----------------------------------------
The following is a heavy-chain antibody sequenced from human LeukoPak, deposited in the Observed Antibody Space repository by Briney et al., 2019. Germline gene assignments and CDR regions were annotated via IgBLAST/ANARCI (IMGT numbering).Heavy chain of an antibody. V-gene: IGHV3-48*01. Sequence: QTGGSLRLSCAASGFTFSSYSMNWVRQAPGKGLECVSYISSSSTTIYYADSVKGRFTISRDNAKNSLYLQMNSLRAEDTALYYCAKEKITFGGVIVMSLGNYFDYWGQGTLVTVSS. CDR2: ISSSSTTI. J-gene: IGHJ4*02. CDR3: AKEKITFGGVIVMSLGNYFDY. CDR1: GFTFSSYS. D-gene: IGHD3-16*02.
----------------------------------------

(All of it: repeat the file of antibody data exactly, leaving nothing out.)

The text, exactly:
The following is a heavy-chain antibody sequenced from human LeukoPak, deposited in the Observed Antibody Space repository by Briney et al., 2019. Germline gene assignments and CDR regions were annotated via IgBLAST/ANARCI (IMGT numbering).Heavy chain of an antibody. V-gene: IGHV3-48*01. Sequence: QTGGSLRLSCAASGFTFSSYSMNWVRQAPGKGLECVSYISSSSTTIYYADSVKGRFTISRDNAKNSLYLQMNSLRAEDTALYYCAKEKITFGGVIVMSLGNYFDYWGQGTLVTVSS. CDR2: ISSSSTTI. J-gene: IGHJ4*02. CDR3: AKEKITFGGVIVMSLGNYFDY. CDR1: GFTFSSYS. D-gene: IGHD3-16*02.